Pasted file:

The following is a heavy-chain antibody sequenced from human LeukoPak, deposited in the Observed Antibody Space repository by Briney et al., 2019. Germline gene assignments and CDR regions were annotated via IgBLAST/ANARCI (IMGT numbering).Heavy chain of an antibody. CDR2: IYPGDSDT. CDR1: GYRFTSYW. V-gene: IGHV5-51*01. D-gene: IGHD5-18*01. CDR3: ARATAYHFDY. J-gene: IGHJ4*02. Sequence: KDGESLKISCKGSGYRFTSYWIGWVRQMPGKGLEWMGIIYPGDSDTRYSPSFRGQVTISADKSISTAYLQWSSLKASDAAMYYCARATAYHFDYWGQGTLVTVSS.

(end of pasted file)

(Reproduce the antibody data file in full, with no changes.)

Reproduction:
The following is a heavy-chain antibody sequenced from human LeukoPak, deposited in the Observed Antibody Space repository by Briney et al., 2019. Germline gene assignments and CDR regions were annotated via IgBLAST/ANARCI (IMGT numbering).Heavy chain of an antibody. CDR2: IYPGDSDT. CDR1: GYRFTSYW. V-gene: IGHV5-51*01. D-gene: IGHD5-18*01. CDR3: ARATAYHFDY. J-gene: IGHJ4*02. Sequence: KDGESLKISCKGSGYRFTSYWIGWVRQMPGKGLEWMGIIYPGDSDTRYSPSFRGQVTISADKSISTAYLQWSSLKASDAAMYYCARATAYHFDYWGQGTLVTVSS.